Museum and archive storage is important. How important? Well, the minds behind the underrated Ocean’s 12 thought it so important they included this scene at the end of their movie:
(Yes, that was my best attempt to include a clip from one of my favorite movie series.)
At Dickson, we don’t make lasers to safeguard rare artifacts against the greatest thieves in the world. Instead, we make data loggers and chart recorders that measure and record temperature, humidity, and water pressure. Not nearly as sexy or cool, but possibly more important.
Works on Paper
While I thought long and hard about inserting a video from National Treasure staring Nicholas Cage for this section, I didn’t (The ending of National Treasure 2 forced my hand). In that movie, Nicholas Cage tries, and succeeds in stealing the Declaration of Independence. The Declaration of Independence is currently housed in a bullet proof case, which is both temperature controlled and filled with argon gas to guard against decomposition.
Let’s dwell on that last sentence a bit. Over time, paper decomposes. Next time you are in your someones basement or attic, take a look and see if you can find any old paperback books lying around. The pages are yellow, right? This happens to paper over time, specifically if it is stored in an unstable environment.
While the Declaration of Independence, United States Constitution, Magna Carta, and the Mona Lisa are extreme cases of document preservation, there are countless museums and archives around the world housing documents that they want to preserve for longer than 20 years.
They key to achieving this is temperature and humidity control. Those two things, above all else, will help shape a rare documents life in a museum or archive. The Library of Congress offers this advice [LINK]:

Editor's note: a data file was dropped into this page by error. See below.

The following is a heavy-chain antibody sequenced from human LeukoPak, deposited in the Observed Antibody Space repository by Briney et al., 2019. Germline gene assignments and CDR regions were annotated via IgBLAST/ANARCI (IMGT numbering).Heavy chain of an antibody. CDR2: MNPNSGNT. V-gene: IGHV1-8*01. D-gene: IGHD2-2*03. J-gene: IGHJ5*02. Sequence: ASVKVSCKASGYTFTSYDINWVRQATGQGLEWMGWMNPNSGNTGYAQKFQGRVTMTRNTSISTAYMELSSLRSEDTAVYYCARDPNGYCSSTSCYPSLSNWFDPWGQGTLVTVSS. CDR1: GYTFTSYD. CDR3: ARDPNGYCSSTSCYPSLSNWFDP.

Good storage significantly prolongs the preservation of paper materials and includes:
- A cool (room temperature or below), relatively dry (about 35% relative humidity), clean and stable environment (avoid attics, basements, and other locations with his risk of leaks and environmental extremes).
And that is where data loggers come in. Data loggers, temperature sensors, and temperature alarms help museums and archives across the world store their documents safely. Here are a few examples:
- When an traveling art exhibition moves from one museum to the next, the owners of that art want to be sure that it is kept out of environmental extremes. Data loggers allow the hosting museums to prove to the owners that their works of art were kept at safe temperatures and humidity.
- In case of emergency, data loggers are your cheapest insurance policy. When a heater or air conditioning unit fails, wireless data loggers can send you text, email, and phone call alerts as soon the environment your documents are in is above a certain threshold.
Be on the lookout for more information from us on museum and archival storage!
Tags: dickson, humidity, Product, temperature